What's In Blue

Posted Tue 29 Apr 2014

Briefing in Consultations by Humanitarian Chief: Access Not Improving, Security Council Must Act

Tomorrow morning (30 April), Emergency Relief Coordinator and head of the Office for the Coordination of Humanitarian Affairs (OCHA) Valerie Amos will brief Council members in consultations on the second report since the adoption of resolution 2139 on humanitarian access in Syria (S/2014/295). Her briefing will likely influence the approach of many Council members to any possible next steps in assessing compliance with the resolution.

The situation in Syria continues to be devastating, with a death toll that is conservatively estimated at 150,000, with over 680,000 injured since the conflict began. According to UN sources, there are almost 2.73 million refugees, 6.5 million internally displaced persons, 9.3 million needing humanitarian assistance, and almost 242,000 living in besieged areas. There are a further 3.5 million in areas rarely accessed by humanitarian workers—an increase of 1 million since the beginning of 2014.

Council members expect Amos’s briefing tomorrow to expand upon the main elements of the most recent report. It describes the arbitrary denial of humanitarian access as a violation of international humanitarian law, and calls on the Security Council to take action. The report does not indicate significant progress in Syria’s implementation of resolution 2139, such as authorising cross-border aid operations, allowing access in besieged or hard-to-reach areas, observing medical neutrality, ceasing aerial bombardments or easing administrative hurdles. While both the government and opposition groups have blocked humanitarian access, the report demonstrates that the overwhelming responsibility for non-compliance with resolution 2139 lies with the government.

Amos last briefed Council members in consultations on 17 April on the situation in Homs, where the local government and local opposition had almost reached agreement on the evacuation of civilians and fighters from the besieged old city. However, the government abruptly stopped negotiations, and on 15 April, it renewed its assault on Homs. It seems the briefing and discussions in consultations focused on how the government coercively uses bombardment and starvation tactics to bring communities to their knees in besieged areas.

Tomorrow, Council members may be interested in Amos’s views of an open letter published yesterday in The Guardian that there is no legal barrier to cross-border operations. Thirty-five international legal scholars argue that because the government has arbitrarily denied aid, UN humanitarian agencies do not require Syria’s consent for cross-border operations into opposition-held territory, i.e. border crossings with Jordan and Turkey. Cross-border access is a key demand of resolution 2139 that remains largely unmet (only one of eight identified priority crossings has been approved by Syria). It is also one of the most contentious issues on the humanitarian track among the P5 due to China and Russia’s strong adherence to the principle of national sovereignty.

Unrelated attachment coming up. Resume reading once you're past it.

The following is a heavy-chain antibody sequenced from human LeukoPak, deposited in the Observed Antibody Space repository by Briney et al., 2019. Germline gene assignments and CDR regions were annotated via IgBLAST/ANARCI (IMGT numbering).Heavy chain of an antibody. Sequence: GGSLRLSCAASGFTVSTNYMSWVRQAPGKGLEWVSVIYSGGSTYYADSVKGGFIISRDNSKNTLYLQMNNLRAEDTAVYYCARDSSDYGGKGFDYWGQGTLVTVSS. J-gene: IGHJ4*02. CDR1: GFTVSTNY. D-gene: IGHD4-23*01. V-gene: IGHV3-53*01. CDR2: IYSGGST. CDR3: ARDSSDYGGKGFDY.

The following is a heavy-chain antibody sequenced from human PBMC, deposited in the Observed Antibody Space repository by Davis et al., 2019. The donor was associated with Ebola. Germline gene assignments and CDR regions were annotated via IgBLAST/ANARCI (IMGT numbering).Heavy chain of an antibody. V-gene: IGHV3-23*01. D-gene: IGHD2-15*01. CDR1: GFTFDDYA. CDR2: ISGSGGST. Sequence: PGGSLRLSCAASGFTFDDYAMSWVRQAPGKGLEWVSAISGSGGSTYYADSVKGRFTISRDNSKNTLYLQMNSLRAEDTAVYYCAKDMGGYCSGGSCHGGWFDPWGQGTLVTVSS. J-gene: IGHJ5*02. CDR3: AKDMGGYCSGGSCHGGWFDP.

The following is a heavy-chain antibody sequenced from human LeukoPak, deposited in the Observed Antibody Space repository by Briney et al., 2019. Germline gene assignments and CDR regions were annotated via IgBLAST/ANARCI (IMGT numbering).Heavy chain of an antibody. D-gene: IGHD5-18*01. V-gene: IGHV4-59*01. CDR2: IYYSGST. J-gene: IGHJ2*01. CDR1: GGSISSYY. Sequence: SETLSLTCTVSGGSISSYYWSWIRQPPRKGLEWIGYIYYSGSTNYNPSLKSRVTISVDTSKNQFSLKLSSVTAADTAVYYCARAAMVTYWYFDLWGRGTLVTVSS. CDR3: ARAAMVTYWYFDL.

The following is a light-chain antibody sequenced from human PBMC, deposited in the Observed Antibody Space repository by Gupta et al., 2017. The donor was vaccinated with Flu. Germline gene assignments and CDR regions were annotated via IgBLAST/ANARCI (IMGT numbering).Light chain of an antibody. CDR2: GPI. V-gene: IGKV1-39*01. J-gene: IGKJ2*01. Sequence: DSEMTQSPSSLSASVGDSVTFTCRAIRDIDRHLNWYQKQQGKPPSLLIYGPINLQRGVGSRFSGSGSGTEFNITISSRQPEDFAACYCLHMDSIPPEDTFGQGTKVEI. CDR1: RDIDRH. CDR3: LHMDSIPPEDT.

There is frustration that resolution 2139 has not led to an appreciably improved humanitarian situation. A significant majority of Council members are not satisfied with the incremental progress. However, the leads on the humanitarian track—Australia, Jordan and Luxembourg—along with the P3, will likely continue to defer to Amos’s views on the matter, at least in the near term, before pressing ahead with any action for non-compliance. These members are sensitive to the concerns that the consensus achieved in adopting resolution 2139 should be maintained rather than risking another veto by acting too quickly. On the other hand, this concern is being balanced against a backdrop of abysmal implementation and increased human suffering. By waiting too long, the Security Council’s credibility to follow through on its own decisions is at risk. Some Council members are now speculating that if OCHA’s May briefing again reports limited progress, this could prompt a move toward a vote on a draft resolution imposing measures for non-compliance on the humanitarian track.

The next key moment for Council members on Syria will be 8 May, when Special Coordinator Sigrid Kaag will brief on the chemical weapons track. On 13 May, UN-Arab League Joint Special Representative Lakhdar Brahimi will brief on the failed Geneva process to forge a political solution to the conflict.

France has initiated what appears to be a strategy to bring accountability to the fore of Council action, possibly in May. France—along with Argentina, Australia, Chile, Lithuania, Luxembourg, Nigeria, South Korea and the UK—has voiced support for an ICC referral. It seems that France is drafting a resolution to refer the situation in Syria to the ICC, and the US might be ready to vote for such a referral if language can be agreed that addresses some of its concerns regarding jurisdiction.

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